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Harmonising the process of procuring library management systems: a feasibility study

Fisher, Shelagh and Delbridge, Rachel and Lambert, Sian (2001) Harmonising the process of procuring library management systems: a feasibility study. ISSN 1466-2949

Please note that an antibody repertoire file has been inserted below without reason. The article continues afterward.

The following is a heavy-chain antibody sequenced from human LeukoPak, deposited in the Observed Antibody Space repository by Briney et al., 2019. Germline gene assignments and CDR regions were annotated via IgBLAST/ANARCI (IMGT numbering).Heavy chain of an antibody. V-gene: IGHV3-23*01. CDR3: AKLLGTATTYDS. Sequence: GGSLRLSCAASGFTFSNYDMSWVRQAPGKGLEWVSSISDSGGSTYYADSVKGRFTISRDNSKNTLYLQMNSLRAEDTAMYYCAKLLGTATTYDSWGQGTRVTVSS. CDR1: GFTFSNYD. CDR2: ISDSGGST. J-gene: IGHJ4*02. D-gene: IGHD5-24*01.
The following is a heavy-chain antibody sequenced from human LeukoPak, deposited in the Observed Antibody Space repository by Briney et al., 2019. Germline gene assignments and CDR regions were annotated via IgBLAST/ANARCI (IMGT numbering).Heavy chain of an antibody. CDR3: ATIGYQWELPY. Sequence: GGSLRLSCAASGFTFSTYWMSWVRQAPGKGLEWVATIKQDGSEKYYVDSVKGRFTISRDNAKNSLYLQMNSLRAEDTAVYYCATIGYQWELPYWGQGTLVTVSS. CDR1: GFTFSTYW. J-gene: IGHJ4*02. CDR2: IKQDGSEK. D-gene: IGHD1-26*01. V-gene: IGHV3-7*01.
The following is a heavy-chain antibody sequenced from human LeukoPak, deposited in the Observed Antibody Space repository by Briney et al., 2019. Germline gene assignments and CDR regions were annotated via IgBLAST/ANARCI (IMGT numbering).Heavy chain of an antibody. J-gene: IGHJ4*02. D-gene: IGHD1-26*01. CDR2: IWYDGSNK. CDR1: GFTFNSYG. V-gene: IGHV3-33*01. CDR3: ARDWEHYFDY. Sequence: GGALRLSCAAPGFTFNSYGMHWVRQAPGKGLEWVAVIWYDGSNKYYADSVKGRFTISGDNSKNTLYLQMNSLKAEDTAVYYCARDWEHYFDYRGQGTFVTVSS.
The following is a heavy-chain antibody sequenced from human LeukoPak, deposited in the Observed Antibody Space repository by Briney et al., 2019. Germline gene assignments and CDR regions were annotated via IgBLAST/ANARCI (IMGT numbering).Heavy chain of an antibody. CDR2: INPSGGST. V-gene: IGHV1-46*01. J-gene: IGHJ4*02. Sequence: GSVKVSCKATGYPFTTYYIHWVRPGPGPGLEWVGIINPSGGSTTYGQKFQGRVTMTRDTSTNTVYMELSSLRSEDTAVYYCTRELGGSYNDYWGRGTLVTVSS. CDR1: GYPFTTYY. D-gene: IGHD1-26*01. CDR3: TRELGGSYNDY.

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A new library management system is a significant investment for libraries, but the procurement of a system is, for most organisations, an infrequent activity with little opportunity for librarians to build on or consolidate their experience. Problems encountered by librarians in producing a specification are compounded by new developments in technology. The process of specifying the operational requirements of a system can be problematic, time consuming and expensive for a library. There is no standard guidance available on the format and content of the specification. The procurement process is also difficult for potential system suppliers who, in order to sell a system, must respond to specifications which are very variable in terms of content, format and quality. The aim of this research, therefore, was to determine the feasibility of developing and disseminating a model system specification which could be used to assist and guide libraries in the procurement of library management systems. Forty-one specifications, collected from libraries which had recently acquired a library management system, were analysed. The results demonstrate that the specifications included the same broad categories of information and requirements, with the majority specifying requirements for all or most of the core modules (Cataloguing, Acquisitions, Circulation, Serials). The functional requirements specified for each of the core modules had strong similarities both within and across the sectors (public, academic, special). Some ‘additional’ (i.e. non-core) features were required within the sectors. There was wide variation both between and within sectors in the format, organisation, level of detail and terminology used in the specifications. A survey of UK system suppliers was also undertaken to determine the collective view of suppliers on the role, content, quality and usefulness of the specification as a procurement tool. Suppliers expressed frustration with the tendency for specifications produced by librarians to be dominated by lists of functional requirements which were present in all library management systems on the market today. The Report concludes with recommendations for the development of a plain English guide to new technological developments and their implications for libraries, the development of an annual short course for middle managers currently involved in procurement, and the development of a toolkit of basic functions which can be expected in all library management systems. A recommendation for further research on common requirements for computer based management of resources in libraries is also made.

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